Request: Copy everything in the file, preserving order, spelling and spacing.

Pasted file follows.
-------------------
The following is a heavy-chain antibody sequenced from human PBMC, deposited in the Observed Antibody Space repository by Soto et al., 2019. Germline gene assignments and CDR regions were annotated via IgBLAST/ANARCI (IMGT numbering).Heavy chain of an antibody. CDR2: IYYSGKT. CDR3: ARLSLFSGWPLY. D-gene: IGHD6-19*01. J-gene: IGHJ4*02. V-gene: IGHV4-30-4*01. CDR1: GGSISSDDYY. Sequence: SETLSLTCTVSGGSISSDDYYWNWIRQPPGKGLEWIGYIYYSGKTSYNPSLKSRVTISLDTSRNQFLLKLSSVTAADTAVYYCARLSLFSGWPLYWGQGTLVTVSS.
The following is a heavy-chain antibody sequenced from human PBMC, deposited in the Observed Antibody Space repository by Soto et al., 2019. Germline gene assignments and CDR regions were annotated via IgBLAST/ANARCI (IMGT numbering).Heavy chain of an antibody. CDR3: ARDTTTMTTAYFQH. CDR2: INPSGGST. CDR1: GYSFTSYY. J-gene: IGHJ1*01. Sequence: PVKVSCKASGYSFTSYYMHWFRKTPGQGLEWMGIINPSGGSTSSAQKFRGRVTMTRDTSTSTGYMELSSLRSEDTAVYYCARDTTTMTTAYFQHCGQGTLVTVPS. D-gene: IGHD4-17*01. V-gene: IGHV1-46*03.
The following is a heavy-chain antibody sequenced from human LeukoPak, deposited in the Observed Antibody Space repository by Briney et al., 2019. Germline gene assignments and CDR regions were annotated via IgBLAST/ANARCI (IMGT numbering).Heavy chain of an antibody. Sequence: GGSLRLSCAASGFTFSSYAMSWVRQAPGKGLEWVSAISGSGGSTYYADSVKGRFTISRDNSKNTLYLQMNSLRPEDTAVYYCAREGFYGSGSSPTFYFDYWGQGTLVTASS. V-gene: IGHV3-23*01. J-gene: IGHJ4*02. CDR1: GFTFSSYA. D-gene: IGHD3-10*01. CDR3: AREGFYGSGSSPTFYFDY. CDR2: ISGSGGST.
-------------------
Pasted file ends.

The following is a heavy-chain antibody sequenced from human PBMC, deposited in the Observed Antibody Space repository by Soto et al., 2019. Germline gene assignments and CDR regions were annotated via IgBLAST/ANARCI (IMGT numbering).Heavy chain of an antibody. CDR2: IYYSGKT. CDR3: ARLSLFSGWPLY. D-gene: IGHD6-19*01. J-gene: IGHJ4*02. V-gene: IGHV4-30-4*01. CDR1: GGSISSDDYY. Sequence: SETLSLTCTVSGGSISSDDYYWNWIRQPPGKGLEWIGYIYYSGKTSYNPSLKSRVTISLDTSRNQFLLKLSSVTAADTAVYYCARLSLFSGWPLYWGQGTLVTVSS.
The following is a heavy-chain antibody sequenced from human PBMC, deposited in the Observed Antibody Space repository by Soto et al., 2019. Germline gene assignments and CDR regions were annotated via IgBLAST/ANARCI (IMGT numbering).Heavy chain of an antibody. CDR3: ARDTTTMTTAYFQH. CDR2: INPSGGST. CDR1: GYSFTSYY. J-gene: IGHJ1*01. Sequence: PVKVSCKASGYSFTSYYMHWFRKTPGQGLEWMGIINPSGGSTSSAQKFRGRVTMTRDTSTSTGYMELSSLRSEDTAVYYCARDTTTMTTAYFQHCGQGTLVTVPS. D-gene: IGHD4-17*01. V-gene: IGHV1-46*03.
The following is a heavy-chain antibody sequenced from human LeukoPak, deposited in the Observed Antibody Space repository by Briney et al., 2019. Germline gene assignments and CDR regions were annotated via IgBLAST/ANARCI (IMGT numbering).Heavy chain of an antibody. Sequence: GGSLRLSCAASGFTFSSYAMSWVRQAPGKGLEWVSAISGSGGSTYYADSVKGRFTISRDNSKNTLYLQMNSLRPEDTAVYYCAREGFYGSGSSPTFYFDYWGQGTLVTASS. V-gene: IGHV3-23*01. J-gene: IGHJ4*02. CDR1: GFTFSSYA. D-gene: IGHD3-10*01. CDR3: AREGFYGSGSSPTFYFDY. CDR2: ISGSGGST.